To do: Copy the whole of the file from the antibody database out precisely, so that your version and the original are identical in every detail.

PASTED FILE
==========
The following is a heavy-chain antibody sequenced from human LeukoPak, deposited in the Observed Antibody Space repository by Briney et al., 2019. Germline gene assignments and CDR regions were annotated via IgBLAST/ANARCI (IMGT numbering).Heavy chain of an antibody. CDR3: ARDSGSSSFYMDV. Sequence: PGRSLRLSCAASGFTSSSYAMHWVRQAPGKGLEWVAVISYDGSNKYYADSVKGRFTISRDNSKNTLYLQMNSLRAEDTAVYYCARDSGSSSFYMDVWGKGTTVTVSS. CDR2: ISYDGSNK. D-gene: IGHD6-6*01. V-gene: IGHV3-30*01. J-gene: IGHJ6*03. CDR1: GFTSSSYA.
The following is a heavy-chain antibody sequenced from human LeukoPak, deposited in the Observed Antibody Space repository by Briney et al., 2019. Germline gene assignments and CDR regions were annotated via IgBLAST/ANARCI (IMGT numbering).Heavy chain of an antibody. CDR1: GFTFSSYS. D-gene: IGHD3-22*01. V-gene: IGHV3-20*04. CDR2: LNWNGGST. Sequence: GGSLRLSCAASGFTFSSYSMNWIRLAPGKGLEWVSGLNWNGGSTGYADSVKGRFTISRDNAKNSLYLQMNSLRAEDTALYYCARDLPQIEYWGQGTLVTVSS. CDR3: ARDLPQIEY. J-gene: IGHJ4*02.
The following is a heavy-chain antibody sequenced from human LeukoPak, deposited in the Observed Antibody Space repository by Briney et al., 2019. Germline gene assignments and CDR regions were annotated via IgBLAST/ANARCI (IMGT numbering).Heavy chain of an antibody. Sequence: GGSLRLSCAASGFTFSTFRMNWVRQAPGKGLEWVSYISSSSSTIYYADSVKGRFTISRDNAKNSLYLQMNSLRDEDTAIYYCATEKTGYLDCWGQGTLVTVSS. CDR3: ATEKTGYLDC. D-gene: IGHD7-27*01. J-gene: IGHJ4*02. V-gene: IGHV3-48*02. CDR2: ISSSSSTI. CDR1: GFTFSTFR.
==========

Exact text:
The following is a heavy-chain antibody sequenced from human LeukoPak, deposited in the Observed Antibody Space repository by Briney et al., 2019. Germline gene assignments and CDR regions were annotated via IgBLAST/ANARCI (IMGT numbering).Heavy chain of an antibody. CDR3: ARDSGSSSFYMDV. Sequence: PGRSLRLSCAASGFTSSSYAMHWVRQAPGKGLEWVAVISYDGSNKYYADSVKGRFTISRDNSKNTLYLQMNSLRAEDTAVYYCARDSGSSSFYMDVWGKGTTVTVSS. CDR2: ISYDGSNK. D-gene: IGHD6-6*01. V-gene: IGHV3-30*01. J-gene: IGHJ6*03. CDR1: GFTSSSYA.
The following is a heavy-chain antibody sequenced from human LeukoPak, deposited in the Observed Antibody Space repository by Briney et al., 2019. Germline gene assignments and CDR regions were annotated via IgBLAST/ANARCI (IMGT numbering).Heavy chain of an antibody. CDR1: GFTFSSYS. D-gene: IGHD3-22*01. V-gene: IGHV3-20*04. CDR2: LNWNGGST. Sequence: GGSLRLSCAASGFTFSSYSMNWIRLAPGKGLEWVSGLNWNGGSTGYADSVKGRFTISRDNAKNSLYLQMNSLRAEDTALYYCARDLPQIEYWGQGTLVTVSS. CDR3: ARDLPQIEY. J-gene: IGHJ4*02.
The following is a heavy-chain antibody sequenced from human LeukoPak, deposited in the Observed Antibody Space repository by Briney et al., 2019. Germline gene assignments and CDR regions were annotated via IgBLAST/ANARCI (IMGT numbering).Heavy chain of an antibody. Sequence: GGSLRLSCAASGFTFSTFRMNWVRQAPGKGLEWVSYISSSSSTIYYADSVKGRFTISRDNAKNSLYLQMNSLRDEDTAIYYCATEKTGYLDCWGQGTLVTVSS. CDR3: ATEKTGYLDC. D-gene: IGHD7-27*01. J-gene: IGHJ4*02. V-gene: IGHV3-48*02. CDR2: ISSSSSTI. CDR1: GFTFSTFR.